The book I have reread most is The Namesake by Jhumpa Lahiri. I think I’ve read it about twenty or so times. It’s the story of an Indian boy who is born in America and gets given the pet name ‘Gogol’, in honour of his father’s favourite author. Beyond the surface, the story is about being caught between two cultures, between rejection and acceptance, and a name being only one criterion for understanding where you come from. Gogol (or Nikhil, the name he later adopts) is a man who doesn’t understand his place in the world and often finds himself distanced from his family, especially as he begins to assimilate into American culture. For him, part of that involves rejecting his past, imbued with those strange, ritualistic practices he didn’t enjoy.
Yet, as Nikhil grows older, he finds himself drawn to those strands of culture that make him acknowledge how he became himself. He marries an Indian girl (at the behest of his mother) and he partakes in an Indian wedding. I won’t spoil it, but at the very end of the book, so often after finishing it, I have wondered why the ending was left so open-ended. It’s left up to the reader to share in Nikhil’s displacement and cultural dissociation to really understand the choices he made.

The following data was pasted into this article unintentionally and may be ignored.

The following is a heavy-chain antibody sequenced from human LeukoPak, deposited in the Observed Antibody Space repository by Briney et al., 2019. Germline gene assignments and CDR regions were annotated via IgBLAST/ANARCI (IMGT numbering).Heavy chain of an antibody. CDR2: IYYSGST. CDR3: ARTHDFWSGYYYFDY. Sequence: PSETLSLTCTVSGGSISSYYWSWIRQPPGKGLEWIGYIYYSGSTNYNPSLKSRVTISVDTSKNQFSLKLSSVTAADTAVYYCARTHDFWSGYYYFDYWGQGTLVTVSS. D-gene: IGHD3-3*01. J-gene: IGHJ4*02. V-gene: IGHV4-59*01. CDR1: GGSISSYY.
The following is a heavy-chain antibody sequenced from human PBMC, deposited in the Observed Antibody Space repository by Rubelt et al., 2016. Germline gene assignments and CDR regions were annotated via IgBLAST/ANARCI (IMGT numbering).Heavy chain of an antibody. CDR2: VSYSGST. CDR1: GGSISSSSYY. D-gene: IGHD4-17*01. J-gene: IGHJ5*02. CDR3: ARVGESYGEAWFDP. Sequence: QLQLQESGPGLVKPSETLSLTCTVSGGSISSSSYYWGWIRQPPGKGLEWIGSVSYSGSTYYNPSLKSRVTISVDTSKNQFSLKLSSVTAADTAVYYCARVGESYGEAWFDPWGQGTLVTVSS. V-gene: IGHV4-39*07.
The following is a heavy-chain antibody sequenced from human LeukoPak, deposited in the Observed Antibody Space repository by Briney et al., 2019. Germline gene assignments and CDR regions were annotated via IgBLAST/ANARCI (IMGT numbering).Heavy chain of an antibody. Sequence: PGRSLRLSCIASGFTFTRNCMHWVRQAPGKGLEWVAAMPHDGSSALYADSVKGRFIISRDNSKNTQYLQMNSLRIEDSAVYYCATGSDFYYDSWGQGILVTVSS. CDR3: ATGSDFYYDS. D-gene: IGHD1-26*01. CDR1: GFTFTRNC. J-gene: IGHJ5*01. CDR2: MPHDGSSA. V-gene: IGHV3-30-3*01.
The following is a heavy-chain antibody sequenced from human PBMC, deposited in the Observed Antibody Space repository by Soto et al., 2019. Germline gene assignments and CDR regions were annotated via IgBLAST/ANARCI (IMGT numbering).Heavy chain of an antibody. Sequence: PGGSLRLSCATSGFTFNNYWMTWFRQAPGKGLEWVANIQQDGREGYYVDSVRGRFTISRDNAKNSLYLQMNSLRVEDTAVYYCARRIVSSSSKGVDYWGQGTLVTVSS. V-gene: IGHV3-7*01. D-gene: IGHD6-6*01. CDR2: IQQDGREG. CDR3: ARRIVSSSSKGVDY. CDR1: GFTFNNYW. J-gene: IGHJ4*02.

In ‘The Custom-House’, an introductory essay to The Scarlet Letter, Nathaniel Hawthorne says, ‘human nature will not flourish, any more than a potato, if it be planted and replanted, for too long a series of generations, in the same worn-out soil.’ I think I may have loved The Namesake because it reminded me that the roots you put down can just as easily be replanted in ‘fresh’ soil. From there onwards, your roots remind you of where you come from and provide you with the context for understanding how you do (or do not belong).
The world is getting smaller. You can see where anybody is, who anybody is and where they are going. Going backwards is sometimes the way you begin to move forwards – at least, that’s the way it seems to be with telling a story. Knowing where someone came from is part of that story. Being ‘of’ and ‘from’, is a way of showing where you belong. A place or space where you originated from, but also a place you can ‘replant’.
Home has an elastic definition. You can stretch it as far and wide as you need to feel like you are attached to somewhere. I have found this to be the case recently, personally identifying more with my Polish ancestry than my Australian one, despite citizenship. Sometimes I feel I cling to the myth of Poland – a country I have traveled to once – to save myself from the displacement I feel in Australia. What’s pulling me towards Poland? It’s not pride nor patriotism nor even nostalgia. Perhaps it is a question of what is pushing me away from Australia – what am I looking for, and how do I know I haven’t found it here? There’s an insatiable persistence within me that believes I will belong there, in Poland. It’s a strange yearning for a transformation of my self, not necessarily a rejection of the one living in Australia, but more a desire to settle in what I believe to be my ‘true’ motherland.